Phyllis Schlafly

The Olympic games are in full swing with the finest athletes in the world. The sine qua non of the Olympics is unlimited competition that yields record-breaking feats.

Should the gold medals be divided equally among the participating countries? Of course not, nor should money be allocated equally to everyone who shows up.

Yet that is what Title IX regulations impose on our schools and colleges. Our teams suffer as a result, robbing many athletes of opportunities to develop the skills needed for great achievement.

Contrary to the intention of Congress, Title IX is used to impose gender quotas on high schools and colleges. They must equate the ratio of males and females in sports programs to their overall enrollment.

When there are more women than men in a college, as is now typical, Title IX regulations mandate that women outnumber men by the same ratio on its competitive sports teams. Consequently, across the United States at every level, schools have eliminated men's teams solely to meet the quota set by total enrollment.

This has forced, for example, Howard University to eliminate men's teams such as baseball in order to reduce the overall total of male relative to female athletes. Meanwhile, women's sports that use large squad sizes, such as rowing and horseback riding, are sprouting up at many colleges.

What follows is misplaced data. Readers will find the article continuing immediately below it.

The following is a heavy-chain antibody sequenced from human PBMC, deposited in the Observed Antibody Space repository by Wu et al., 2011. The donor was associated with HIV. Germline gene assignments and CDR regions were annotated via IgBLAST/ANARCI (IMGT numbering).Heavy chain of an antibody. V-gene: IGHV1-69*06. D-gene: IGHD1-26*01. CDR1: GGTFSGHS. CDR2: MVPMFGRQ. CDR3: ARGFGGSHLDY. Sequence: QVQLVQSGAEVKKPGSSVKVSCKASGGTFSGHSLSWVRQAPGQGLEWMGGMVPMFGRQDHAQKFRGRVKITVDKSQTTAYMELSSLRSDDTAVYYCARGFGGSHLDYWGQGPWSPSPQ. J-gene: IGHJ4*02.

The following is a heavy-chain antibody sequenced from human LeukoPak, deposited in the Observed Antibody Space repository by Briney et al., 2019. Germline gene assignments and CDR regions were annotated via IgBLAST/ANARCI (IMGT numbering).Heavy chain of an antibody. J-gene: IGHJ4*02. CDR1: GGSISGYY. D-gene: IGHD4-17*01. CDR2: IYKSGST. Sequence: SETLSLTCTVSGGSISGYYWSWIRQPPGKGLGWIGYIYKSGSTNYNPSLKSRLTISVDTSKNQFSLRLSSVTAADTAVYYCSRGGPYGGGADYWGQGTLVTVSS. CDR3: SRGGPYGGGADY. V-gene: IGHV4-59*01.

Title IX has compelled colleges to eliminate hundreds of teams having large male squads, such as wrestling and track. At the same time, colleges are offering full-ride scholarships to women with no experience in sports that are easy to learn, such as crew.

Despite the claim that Title IX helps women athletes, it has actually caused the elimination of traditional girls' teams such as gymnastics in favor of easy-to-recruit sports such as water polo or horseback riding. Title IX caused the reduction of women's gymnastics teams from 190 to only 90, and as a result U.S. girl gymnasts were unable to win a single medal at the 2000 Olympics.

In mandating outcomes of gender equality, Title IX violates every principle of athletic competition. Simply to meet quota targets, dedicated, hard-working male athletes are cut from their teams in favor of females who are here today and gone tomorrow.

Since Title IX was interpreted in 1979 by the Carter administration to require quotas (under the code word proportionality), our percentage of Olympic medals has repeatedly declined (not counting 1984 when top medal-winning countries boycotted the games). In 2000, our share of medals fell to its lowest ever for Olympics that the United States attended.

Phyllis Schlafly

Phyllis Schlafly is a national leader of the pro-family movement, a nationally syndicated columnist and author of Feminist Fantasies.
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